The Unconstitutionality of Capital Punishment
Capital punishment is one of the most popularly debated topics in the nation today. Since colonial times, more than 13,000 people have been legally executed. A large percentage of these executions occurred during the early 1900's. In the 1930's, as many as 150 people were being legally executed every year. However, the number of executions started to decrease as public outrage became apparent. In 1996, thirty-seven states, including New Jersey, legalized the death penalty. Of the other thirteen states, Michigan abolished the death penalty in 1847, Minnesota in 1853, and Alaska and Hawaii never had the death penalty. Today, there are over 2,000 people on "death row." Almost all are very poor, and a significant number of them are mentally retarded or disabled (ACLU 1). The American Civil Liberties Union (ACLU) dictates that, "In all circumstances, the death penalty is unconstitutional under the Eight Amendment, and that its discriminatory application violates the Fourteenth Amendment" (1), and therefore, capital punishment violates the Constitution. Capital punishment should be illegal throughout the nation for many reasons.
Capital punishment has many supporters. One of the major arguments that these supporters express is that the death penalty serves as a deterrent to crime. They argue that if the death penalty is legalized and practiced, it will discourage others from committing a crime. However, by comparing the data of the states with the death penalty and the states without the death penalty, one can easily see that the death penalty has no effect in deterring crime. According to the National Research Council in 1976, "the available studies provide no useful evidence on the deterrent effect of capital punishment" (Bedau 141-42). The states that use the death penalty laws do not have lower crime rates than the states without such laws. Furthermore, the states that establish death penalty laws do not reap any significant benefits in reducing crime or murder rates. Research shows that a large percentage of the murderers do what they do because of passion, malevolence, and/or because they are under the influence of alcohol or drugs(Bedau 170). This demonstrates the fact that the murderer gives little thought to the consequences he/she might have to face later on for the crime. A second criminal profile includes those who plan their crimes beforehand, such as professional executioners. According to Bedau, murderers are not influenced by the death penalty as a punishment, since they carefully plan their murders thinking that they will not get caught (171). Therefore, they do not think about the consequences they will face if they are captured.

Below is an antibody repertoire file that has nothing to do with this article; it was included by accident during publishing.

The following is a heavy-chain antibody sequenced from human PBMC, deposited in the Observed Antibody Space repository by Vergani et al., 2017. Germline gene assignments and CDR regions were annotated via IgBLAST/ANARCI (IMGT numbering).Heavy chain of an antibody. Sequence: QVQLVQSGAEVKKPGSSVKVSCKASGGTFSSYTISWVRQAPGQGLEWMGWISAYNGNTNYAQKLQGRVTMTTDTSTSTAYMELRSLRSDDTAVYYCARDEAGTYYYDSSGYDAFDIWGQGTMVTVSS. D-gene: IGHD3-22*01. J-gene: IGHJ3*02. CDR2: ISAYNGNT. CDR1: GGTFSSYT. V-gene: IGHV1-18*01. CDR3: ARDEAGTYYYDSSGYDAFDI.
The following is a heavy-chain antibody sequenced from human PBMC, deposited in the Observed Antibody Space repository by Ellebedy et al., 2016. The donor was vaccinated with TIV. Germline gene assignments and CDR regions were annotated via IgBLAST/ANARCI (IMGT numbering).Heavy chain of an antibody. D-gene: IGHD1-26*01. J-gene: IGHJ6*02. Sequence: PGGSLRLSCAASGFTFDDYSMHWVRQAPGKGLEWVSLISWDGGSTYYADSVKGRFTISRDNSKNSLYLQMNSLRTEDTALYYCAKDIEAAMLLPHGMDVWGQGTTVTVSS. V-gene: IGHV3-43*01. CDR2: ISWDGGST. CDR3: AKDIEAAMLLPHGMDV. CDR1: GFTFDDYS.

Another argument made by death penalty supporters is that the death penalty will eliminate the chances of a criminal committing a second crime. Certainty, the death penalty will completely destroy the chances of a criminal committing another crime....